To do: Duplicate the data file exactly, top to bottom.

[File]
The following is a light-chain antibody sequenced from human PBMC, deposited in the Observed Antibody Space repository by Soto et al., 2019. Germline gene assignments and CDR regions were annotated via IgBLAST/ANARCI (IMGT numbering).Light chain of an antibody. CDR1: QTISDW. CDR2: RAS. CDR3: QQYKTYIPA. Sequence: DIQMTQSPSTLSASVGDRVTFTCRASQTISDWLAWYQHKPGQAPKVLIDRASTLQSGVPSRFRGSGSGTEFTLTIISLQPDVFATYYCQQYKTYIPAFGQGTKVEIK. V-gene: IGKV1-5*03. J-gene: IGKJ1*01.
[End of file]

The following is a light-chain antibody sequenced from human PBMC, deposited in the Observed Antibody Space repository by Soto et al., 2019. Germline gene assignments and CDR regions were annotated via IgBLAST/ANARCI (IMGT numbering).Light chain of an antibody. CDR1: QTISDW. CDR2: RAS. CDR3: QQYKTYIPA. Sequence: DIQMTQSPSTLSASVGDRVTFTCRASQTISDWLAWYQHKPGQAPKVLIDRASTLQSGVPSRFRGSGSGTEFTLTIISLQPDVFATYYCQQYKTYIPAFGQGTKVEIK. V-gene: IGKV1-5*03. J-gene: IGKJ1*01.